KU LEUVEN, with the collaboration of other REGROUND members such as FSU Jena and University of Duisburg-Essen, recently published a new scientific article detailing technologies developed within the project.
TITLE: “Efficient removal of arsenate from oxic contaminated water by colloidal humic acid-coated goethite: Batch and column experiments”
AUTHORS: Daniela Montalvo (KU Leuven), Ruth Vanderschueren (KU Leuven), Andreas Fritzsche (FSU Jena), Rainer U. Meckenstock (U. Duisburg-Essen), Erik Smolders (KU Leuven).
RELEASE DATE: 9 April 2018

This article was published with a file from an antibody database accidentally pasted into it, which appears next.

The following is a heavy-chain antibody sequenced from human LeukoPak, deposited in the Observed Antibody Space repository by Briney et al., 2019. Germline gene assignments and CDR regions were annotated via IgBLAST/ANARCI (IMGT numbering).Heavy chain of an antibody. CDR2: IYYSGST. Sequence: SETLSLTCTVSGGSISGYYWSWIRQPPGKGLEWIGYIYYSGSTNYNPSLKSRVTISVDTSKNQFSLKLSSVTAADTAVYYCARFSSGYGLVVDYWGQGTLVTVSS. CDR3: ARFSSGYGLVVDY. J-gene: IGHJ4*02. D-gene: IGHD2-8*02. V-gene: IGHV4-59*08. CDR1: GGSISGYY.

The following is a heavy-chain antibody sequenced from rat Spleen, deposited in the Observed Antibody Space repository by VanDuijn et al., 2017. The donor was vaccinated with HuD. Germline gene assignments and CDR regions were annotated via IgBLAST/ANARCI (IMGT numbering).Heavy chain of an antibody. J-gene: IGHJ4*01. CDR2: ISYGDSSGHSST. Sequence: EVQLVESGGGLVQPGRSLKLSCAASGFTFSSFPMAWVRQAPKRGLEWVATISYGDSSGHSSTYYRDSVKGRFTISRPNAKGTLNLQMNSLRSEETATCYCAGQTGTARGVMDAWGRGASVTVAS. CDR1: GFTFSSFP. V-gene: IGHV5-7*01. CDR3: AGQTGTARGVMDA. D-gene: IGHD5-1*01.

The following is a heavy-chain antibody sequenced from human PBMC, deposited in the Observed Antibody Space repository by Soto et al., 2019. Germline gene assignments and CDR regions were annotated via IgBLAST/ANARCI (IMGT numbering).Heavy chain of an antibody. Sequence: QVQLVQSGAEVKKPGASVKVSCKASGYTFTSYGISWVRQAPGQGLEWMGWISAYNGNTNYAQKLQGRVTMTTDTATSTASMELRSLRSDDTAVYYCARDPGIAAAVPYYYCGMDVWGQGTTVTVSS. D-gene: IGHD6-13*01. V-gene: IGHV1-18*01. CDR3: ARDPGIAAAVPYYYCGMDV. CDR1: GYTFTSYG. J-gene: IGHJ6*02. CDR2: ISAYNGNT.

ABSTRACT: Arsenic (As) contamination of groundwater frequently occurs and there is a need for cost-effective in situ remediation techniques. The injection of iron oxide colloids coated with humic substances has been proposed. This technology is based on injecting mobile humic acid-coated goethite colloids that are subsequently deposited by aggregation in the contaminated zone where the ionic strength is large, thereby creating an in situ reactive barrier for As. While coagulation and deposition are desirable for colloid immobilization, its effect on adsorption properties have been previously overlooked. This study was set up to investigate if i) humic acid-coated goethite colloids retain their As(V) adsorption properties after coagulation in quartz sand and ii) if batch As(V) adsorption data can predict As immobilization in columns at variable flow conditions. Equilibrium batch adsorption experiments showed that humic acid-coated goethite colloids coagulated and deposited on quartz sand have equal As(V) adsorption capacity, but two-fold lower affinity than humic acid-goethite colloids in suspension. This results indicated that there were some interactions between the sand and colloids but the overall adsorption capacity was not affected. Column experiments using sand coated with humic acid-goethite colloids (2.80 mg goethite g−1 sand) and stepwise injection of As(V) (1–4.9 mg As L−1) showed a highly efficient As(V) removal from the liquid phase as the outflow As(V) concentrations remained below the drinking water limit (10 μg As L−1) until about 45% of the sorbent capacity (30 mg As g−1 goethite) was reached. The flow rate dependent leachate As concentrations, including responses to stop-flow events, illustrated non-equilibrium sorption. The equilibrium batch adsorption parameters failed to predict the observed As(V) breakthrough curves, which were better fitted with a chemical non-equilibrium consideration. This study confirms the feasibility of the technology on lab-scale but suggests that safety factors must be embedded to account for As(V) by-pass flow that could occur during field applications.